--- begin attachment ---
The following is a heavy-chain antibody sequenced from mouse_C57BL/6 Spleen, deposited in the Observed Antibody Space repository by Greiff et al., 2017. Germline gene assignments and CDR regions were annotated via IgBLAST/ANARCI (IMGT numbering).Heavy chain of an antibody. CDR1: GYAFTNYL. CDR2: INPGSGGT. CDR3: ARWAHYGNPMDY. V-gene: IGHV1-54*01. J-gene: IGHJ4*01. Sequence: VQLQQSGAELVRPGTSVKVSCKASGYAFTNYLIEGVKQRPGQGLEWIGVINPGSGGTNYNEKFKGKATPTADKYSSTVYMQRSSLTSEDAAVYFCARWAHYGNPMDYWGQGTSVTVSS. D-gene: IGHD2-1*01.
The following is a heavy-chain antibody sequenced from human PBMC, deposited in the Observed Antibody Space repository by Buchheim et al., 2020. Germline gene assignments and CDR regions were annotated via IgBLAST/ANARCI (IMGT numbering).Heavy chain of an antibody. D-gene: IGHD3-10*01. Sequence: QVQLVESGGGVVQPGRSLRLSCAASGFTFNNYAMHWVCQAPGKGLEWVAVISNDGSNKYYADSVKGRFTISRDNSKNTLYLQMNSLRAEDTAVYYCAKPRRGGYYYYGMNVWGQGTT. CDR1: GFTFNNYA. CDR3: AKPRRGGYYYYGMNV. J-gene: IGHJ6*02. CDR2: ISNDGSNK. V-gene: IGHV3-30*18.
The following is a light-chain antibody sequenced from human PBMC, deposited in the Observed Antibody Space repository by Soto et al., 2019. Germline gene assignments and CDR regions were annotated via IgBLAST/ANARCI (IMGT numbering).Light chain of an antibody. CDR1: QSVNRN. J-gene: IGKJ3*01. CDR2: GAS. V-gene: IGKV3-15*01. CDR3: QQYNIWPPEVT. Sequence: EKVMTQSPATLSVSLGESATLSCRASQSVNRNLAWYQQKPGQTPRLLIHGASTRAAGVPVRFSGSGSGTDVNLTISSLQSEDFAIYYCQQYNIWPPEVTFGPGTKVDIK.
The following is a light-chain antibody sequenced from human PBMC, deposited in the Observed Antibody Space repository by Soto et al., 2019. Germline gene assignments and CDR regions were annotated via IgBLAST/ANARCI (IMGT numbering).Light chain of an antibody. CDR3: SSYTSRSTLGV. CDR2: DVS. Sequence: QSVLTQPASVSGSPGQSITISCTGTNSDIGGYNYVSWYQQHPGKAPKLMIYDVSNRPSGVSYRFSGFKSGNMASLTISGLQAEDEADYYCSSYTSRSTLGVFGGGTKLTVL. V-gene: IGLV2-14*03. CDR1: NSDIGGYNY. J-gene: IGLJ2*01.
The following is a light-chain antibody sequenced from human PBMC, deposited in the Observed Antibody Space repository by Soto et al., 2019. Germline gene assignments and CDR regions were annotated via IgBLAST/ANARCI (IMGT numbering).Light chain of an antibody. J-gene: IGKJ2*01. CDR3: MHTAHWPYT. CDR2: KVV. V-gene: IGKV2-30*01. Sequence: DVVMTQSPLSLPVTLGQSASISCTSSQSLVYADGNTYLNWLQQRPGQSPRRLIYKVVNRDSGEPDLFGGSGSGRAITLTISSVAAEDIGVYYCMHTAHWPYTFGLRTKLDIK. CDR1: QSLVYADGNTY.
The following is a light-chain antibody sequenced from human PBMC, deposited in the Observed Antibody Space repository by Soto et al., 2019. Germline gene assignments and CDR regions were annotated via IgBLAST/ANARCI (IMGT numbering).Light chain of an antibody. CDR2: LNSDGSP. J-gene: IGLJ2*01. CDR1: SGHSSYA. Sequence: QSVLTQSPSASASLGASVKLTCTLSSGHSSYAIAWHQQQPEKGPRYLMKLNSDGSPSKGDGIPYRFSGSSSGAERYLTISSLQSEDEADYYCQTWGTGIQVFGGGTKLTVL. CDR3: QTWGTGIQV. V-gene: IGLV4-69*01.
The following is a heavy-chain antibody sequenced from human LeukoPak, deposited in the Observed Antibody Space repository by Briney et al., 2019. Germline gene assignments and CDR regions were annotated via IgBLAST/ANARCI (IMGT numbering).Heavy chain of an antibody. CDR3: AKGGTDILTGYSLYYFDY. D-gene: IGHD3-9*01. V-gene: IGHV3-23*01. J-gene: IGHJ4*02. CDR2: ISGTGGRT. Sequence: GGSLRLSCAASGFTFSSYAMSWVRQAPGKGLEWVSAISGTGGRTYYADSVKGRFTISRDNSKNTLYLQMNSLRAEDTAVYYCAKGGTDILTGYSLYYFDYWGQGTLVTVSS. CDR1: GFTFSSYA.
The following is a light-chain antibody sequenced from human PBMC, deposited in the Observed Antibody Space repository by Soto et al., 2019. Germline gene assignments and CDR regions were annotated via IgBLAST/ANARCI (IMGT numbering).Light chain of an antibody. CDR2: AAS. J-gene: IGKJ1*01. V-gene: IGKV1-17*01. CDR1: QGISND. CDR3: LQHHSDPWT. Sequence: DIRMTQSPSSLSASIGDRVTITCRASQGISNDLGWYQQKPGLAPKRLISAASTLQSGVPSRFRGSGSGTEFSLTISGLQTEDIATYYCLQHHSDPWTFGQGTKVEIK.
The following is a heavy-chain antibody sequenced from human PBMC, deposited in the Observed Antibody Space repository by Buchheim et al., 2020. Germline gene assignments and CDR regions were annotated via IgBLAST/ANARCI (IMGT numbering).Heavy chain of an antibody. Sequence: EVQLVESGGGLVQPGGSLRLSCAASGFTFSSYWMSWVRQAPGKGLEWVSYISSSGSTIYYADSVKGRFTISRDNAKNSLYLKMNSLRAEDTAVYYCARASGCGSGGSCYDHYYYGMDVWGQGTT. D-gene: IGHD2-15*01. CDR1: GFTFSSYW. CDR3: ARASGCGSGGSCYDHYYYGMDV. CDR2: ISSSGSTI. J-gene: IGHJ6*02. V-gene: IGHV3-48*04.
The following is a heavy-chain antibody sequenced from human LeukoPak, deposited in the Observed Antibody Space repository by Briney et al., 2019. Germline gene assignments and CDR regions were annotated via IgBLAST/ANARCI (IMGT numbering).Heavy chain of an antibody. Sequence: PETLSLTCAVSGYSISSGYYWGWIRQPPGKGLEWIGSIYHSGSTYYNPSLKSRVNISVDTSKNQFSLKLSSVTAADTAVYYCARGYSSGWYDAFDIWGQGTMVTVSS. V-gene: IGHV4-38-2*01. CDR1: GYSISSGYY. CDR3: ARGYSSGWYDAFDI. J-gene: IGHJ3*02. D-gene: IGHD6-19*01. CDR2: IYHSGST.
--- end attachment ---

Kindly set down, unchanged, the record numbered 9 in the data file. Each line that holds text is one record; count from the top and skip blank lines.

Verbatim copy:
The following is a heavy-chain antibody sequenced from human PBMC, deposited in the Observed Antibody Space repository by Buchheim et al., 2020. Germline gene assignments and CDR regions were annotated via IgBLAST/ANARCI (IMGT numbering).Heavy chain of an antibody. Sequence: EVQLVESGGGLVQPGGSLRLSCAASGFTFSSYWMSWVRQAPGKGLEWVSYISSSGSTIYYADSVKGRFTISRDNAKNSLYLKMNSLRAEDTAVYYCARASGCGSGGSCYDHYYYGMDVWGQGTT. D-gene: IGHD2-15*01. CDR1: GFTFSSYW. CDR3: ARASGCGSGGSCYDHYYYGMDV. CDR2: ISSSGSTI. J-gene: IGHJ6*02. V-gene: IGHV3-48*04.